by Petr Akopov

translation: Eugenia

source: http://vz.ru/politics/2015/5/13/745112.html

The visit of John Kerry looks like an attempt to tune down the conflict with Russia. The US is ready to admit the failure of the policy of “isolating Russia” and is looking for ways to back down. Without relinquishing the goal of containment of Russia, it wants to make it less obvious, as it was before, counting in return on Moscow cooperation on key geopolitical issues.

US Secretary of State Kerry occupies fifth place in the official American power hierarchy – that is, he is fourth in line to take the place in the White House should anything happen to the President (after the Vise-President and Speakers of House and Senate). However, in the real power hierarchy 71 years-old John Kerry, former Presidential candidate, who belongs on his mother’s side to the one of the most influential American oligarchic families Forbes (he is also married to the billions of ketchup “Heinz”), is positioned even higher.

Kerry – he is that hereditary Anglo-Saxon elite that governs the USA (it is not by accident that he is related to another dynasty – Bushes). His pale counterpart in the current administration is Vise-President Biden. In the administration of inherently weak president Obama the foreign policy was the prerogative of experienced and qualified people – Biden, Hillary Clinton, Kerry. Biden and Kerry worked together for a long time in the Committee on Foreign Relations in the Senate (both were Heads of that committee), and Clinton, although she was less versed in the world affairs, spent eight years in the White House and worked as long in the Senate commission for Security and Cooperation in Europe.

Of course, if Obama unexpectedly had turned out to be a strong President (although he was not elected for that) with his own geopolitical if not strategy but, at least, tactics, then his impact of the US foreign policy would have been decisive. But as things stand, he has become the first among equals, dependent on his more experienced associates.

This situation revealed itself quite clearly in the relationships with Russia. First, Clinton and Biden were directing the game. The former distinguished herself by the Freudian error with “peregruzka”, and the latter – by the clearly stupid attempt to interfere openly into the internal affairs of Russia trying to split the Russian elites and betting on the Medvedev’s re-election. As a result, by the beginning of the Obama’s second term in 2013 our countries found themselves on the brink of a cold war.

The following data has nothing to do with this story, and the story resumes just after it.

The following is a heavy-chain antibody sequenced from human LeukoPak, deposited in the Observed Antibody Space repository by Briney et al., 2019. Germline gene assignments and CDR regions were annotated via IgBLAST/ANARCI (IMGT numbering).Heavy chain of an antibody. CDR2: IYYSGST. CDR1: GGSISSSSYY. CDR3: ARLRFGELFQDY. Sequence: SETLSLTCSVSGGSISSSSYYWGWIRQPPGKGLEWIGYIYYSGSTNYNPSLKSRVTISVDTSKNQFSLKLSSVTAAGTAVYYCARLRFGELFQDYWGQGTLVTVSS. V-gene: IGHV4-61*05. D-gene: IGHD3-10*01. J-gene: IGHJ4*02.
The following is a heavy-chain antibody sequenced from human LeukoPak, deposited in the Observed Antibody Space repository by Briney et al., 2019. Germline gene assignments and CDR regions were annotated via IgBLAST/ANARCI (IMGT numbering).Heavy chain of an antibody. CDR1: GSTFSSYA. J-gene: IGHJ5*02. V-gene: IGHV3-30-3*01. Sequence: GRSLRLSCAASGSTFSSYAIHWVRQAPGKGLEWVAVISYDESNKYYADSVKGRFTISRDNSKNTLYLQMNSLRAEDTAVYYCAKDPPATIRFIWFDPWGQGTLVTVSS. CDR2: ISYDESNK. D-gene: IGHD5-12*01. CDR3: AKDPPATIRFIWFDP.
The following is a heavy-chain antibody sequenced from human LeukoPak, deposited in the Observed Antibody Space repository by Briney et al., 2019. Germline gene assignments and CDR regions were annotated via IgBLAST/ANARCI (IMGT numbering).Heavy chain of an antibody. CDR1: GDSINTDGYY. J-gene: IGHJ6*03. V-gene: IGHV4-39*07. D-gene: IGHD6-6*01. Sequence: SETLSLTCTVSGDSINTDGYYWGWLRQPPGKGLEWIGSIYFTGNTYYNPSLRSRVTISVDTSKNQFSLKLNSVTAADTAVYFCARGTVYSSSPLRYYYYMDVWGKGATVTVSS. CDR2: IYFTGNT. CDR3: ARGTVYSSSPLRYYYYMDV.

After Kerry had become the Secretary of State, he only had time to visit Moscow and talk to Putin once – in May of 2013, after which the events began to unfold at kaleidoscopic speed: the flight of Snowden and asylum granted to him by Russia, the US gamble in Syria (where Obama nevertheless put his foot down stopping the invasion – mostly thanks to the firm position of Putin), the turning of Yanukovich away from Eurointegration.

By early 2014, the confrontation of the US and Russia over Ukraine seemed to have reached the highest level, but that was just the beginning. After the mission of the three European foreign ministers in Kiev, Obama asked Putin to persuade Yanukovich to make a deal with the opposition. Putin agreed, but the very next day, after the coup, the Americans forgot about the agreement.

The relationship between the leaders of the two countries essentially collapsed. Putin lost trust in Obama, and the subsequent events in Crimea demonstrated that Russia was not prepared to silently watch the US/NATO swallowing Ukraine. Furthermore, Russia challenged the whole concept of the American-style world order, switching from defense to the coordination of efforts of all countries and forces desirous of changing the rules of the global game, from China to Latin America. An attempt to name Russia as an aggressor and organize its isolation was a natural reaction for the US – those that rise against the right of America to determine what is right and what is wrong should be severely punished.

Was it understood in Washington in spring of 2014 that the isolation of Russia would not succeed? No, and it took Washington a year to realize that.

Kerry’s visit symbolizes an admission of that very fact – we could not do anything with you, however hard we tried. Let us somehow reach an agreement that we would not go for a global confrontation on all issues but, rather, set the Ukraine problem aside and try to find common ground with regard to other problems. Brazen? Undoubtedly, but the elite of the nation that considers itself indispensable and in charge of the global mission is unable to think or act otherwise. We will strangle you with one hand, but let us use the other hand for cooperation – this is the expression, I believe, Putin used last year to describe the American attitude. What changed after the visit of the Secretary of State?

Kerry came to make the Russian President understand – we are ready to pretend that we are not strangling you and even lessen the grip a bit, but in return we want to talk about Syria, Iran, caliphate, North Korea, and other things important to us. And about Ukraine, of course – give us the guarantees that you would not annex it, and we will forget about Crimea and promise not to admit Ukraine to NATO.